As far as location goes, this is simply stunning: this castle stands on a flat green headland overlooking the gorgeous sand flats of the River Tywi in Carmarthenshire. Initially, Norman invaders, recognising the strategic strength of this plot of land, established an earth-and-timber enclosure within the ancient defences of an Iron Age fort. The castle controlled an important river crossing and it changed hands several times during fierce fighting between the Normans and the Welsh. The gradual transformation of the early earth-and-timber stronghold into the powerful masonry castle visible today was undertaken mostly in the 13th century. At the close of the 15th century, King Henry VII granted it to his uncle, Jasper Tudor, who was probably responsible for blocking the great gatehouse passage to create additional accommodation. More recently, it was used as farm buildings before coming under the care of Cadw. Photo credit: © Crown copyright (2015) Cadw
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Facilities – at a glance
Assist dogs allowed
- Parking nearby
- Approximately 800 metres to the castle via footpath and private road which are steep and uneven in places. Access limited to walkers
- Open all year
- Opening Times: Open all year, daily 10-4 (last admission 3.30). Closed 24-26 Dec & 1 Jan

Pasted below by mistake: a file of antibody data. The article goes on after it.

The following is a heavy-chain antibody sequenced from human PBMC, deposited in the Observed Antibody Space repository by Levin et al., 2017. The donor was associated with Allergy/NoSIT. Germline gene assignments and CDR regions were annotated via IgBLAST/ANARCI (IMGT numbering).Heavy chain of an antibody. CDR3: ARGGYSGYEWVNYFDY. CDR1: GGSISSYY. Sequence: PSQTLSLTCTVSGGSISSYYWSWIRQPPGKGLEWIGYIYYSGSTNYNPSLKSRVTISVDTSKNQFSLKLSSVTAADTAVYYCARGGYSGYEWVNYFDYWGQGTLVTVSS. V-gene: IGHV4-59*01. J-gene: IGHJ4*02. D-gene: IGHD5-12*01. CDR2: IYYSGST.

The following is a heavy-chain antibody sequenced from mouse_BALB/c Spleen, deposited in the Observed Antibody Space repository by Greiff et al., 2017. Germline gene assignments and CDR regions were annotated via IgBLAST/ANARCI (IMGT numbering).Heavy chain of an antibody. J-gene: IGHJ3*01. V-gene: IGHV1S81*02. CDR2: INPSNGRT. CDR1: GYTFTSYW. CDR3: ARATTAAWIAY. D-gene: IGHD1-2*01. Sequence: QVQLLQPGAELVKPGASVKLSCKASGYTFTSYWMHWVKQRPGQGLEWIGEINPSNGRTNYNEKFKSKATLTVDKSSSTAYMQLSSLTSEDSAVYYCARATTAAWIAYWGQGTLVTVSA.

Also in the Area
About The area
Carmarthenshire is the largest of the historic counties of Wales, and known to have been inhabited since prehistoric times. Carmarthen, its county town, with its Roman fort, claims to be the oldest town in Wales.
Carmarthenshire was a heavily disputed territory between the Welsh and the Normans in the 12th and 13th centuries, and many of the castles and forts dotting its landscapes date from this period. They include ruins at Carreg Cennen, Dinefwr, Dryslwyn, Laugharne, Llansteffan and Newcastle Emlyn, as well as the slightly better-preserved Kidwelly Castle. Carmarthen Castle, meanwhile, saw further fighting during both the Wars of the Roses and the Civil War, when it was captured twice by the Parliamentary forces, and ordered to be dismantled by Oliver Cromwell.
In these more peaceful times, the economy of the county is mainly agricultural (the 19th-century Rebecca Riots, in which local farmers and agricultural workers protested against higher tolls and taxes, started in Carmarthenshire), and its fertile farmland is known as ‘The Garden of Wales’. A more literal garden, the National Botanic Garden of Wales, opened in 2000.
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